The fuel crisis has passed, but an aftertaste remains. This month Energy Minister Kanat Bozumbaev said that petrol and diesel prices are unlikely to rise any further during the remaining weeks of 2017 but could increase again in 2018 as global oil prices gradually recover.
He and his deputies also cautioned against premature expectations of price falls linked to the forthcoming end of the modernisation of the three state-owned oil refineries.
Upgrade works should be complete in Pavlodar (north) and Atyrau (west) by January 2018, while modernisation at the Shymkent oil refinery could continue until September 2018.
The government recently suggested that the country would become self-sufficient in all brands of petrol and other oil products by July or August 2018 at the latest. The postponement of the re-commissioning date in Shymkent means that this could be delayed by another one or two months in a best-case scenario.
The impact of price differences
The three refineries produced a collective total of 2.3 million tonnes of petrol, including aviation fuel, in January–September 2017 but domestic consumption was 2.8 million tonnes in January–August.
Fuel imports have significantly declined, primarily because of wider price differentials with neighbouring Russia, where demand for petrol is rising each year. Kazakhstan imported 774,100 tonnes of petrol during the first nine months of 2017, compared to 832,000 tonnes in 2016 and over 1 million tonnes in 2015.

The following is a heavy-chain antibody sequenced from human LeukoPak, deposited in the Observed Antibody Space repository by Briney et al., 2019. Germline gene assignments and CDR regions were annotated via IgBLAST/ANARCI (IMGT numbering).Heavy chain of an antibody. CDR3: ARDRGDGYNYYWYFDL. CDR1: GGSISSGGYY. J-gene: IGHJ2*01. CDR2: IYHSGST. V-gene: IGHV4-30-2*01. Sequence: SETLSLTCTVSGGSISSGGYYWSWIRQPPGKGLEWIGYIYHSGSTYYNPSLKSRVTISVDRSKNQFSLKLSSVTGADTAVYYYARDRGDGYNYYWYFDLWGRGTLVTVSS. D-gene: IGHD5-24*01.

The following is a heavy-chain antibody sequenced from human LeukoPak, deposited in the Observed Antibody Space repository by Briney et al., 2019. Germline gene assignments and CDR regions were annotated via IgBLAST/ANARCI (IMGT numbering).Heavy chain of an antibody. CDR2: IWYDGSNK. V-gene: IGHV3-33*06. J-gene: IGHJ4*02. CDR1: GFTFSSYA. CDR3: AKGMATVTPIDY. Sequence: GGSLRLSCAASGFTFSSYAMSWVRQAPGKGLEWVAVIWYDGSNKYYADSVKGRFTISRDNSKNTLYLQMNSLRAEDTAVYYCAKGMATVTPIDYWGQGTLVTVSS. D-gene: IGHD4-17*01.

As total refining capacity increases from 14.5 million tonnes a year to 16.5 million tonnes, the retail price of petrol will catch up with those in Russia and Uzbekistan. Otherwise, according to a Ministry of Energy analysis, deficits could continue as more petrol is exported to adjacent markets with higher pump prices.
Supply and demand
Speaking at an investment summit in Astana earlier this month, Bozumbaev said that self sufficiency at 2018 refining levels would last only until 2025 because of parallel growth in demand from a variety of sources. To meet this demand, Kazakhstan will either have to double the capacity at one of the refineries or alternatively build a fourth refinery.
There has been a lot of talk about the latter project in the past few years, but so far nothing has materialised.
The cost of modernisation
The high cost of modernisation is a significant discouraging factor. Kazakhstan’s inability to offer lower prices has numerous causes, including the fact that the expansion of refining capabilities in both Atyrau and Shymkent was made possible by overseas borrowing.
A consortium of Japanese banks and the Exim Bank of China lent funds to the Pavlodar refining plant, while China National Petroleum Corporation (CNPC) – a 50% shareholder in the Shymkent facility – provided funding to its subsidiary alongside KazMunayGas (KMG), which is its second shareholder, and the Development Bank of Kazakhstan.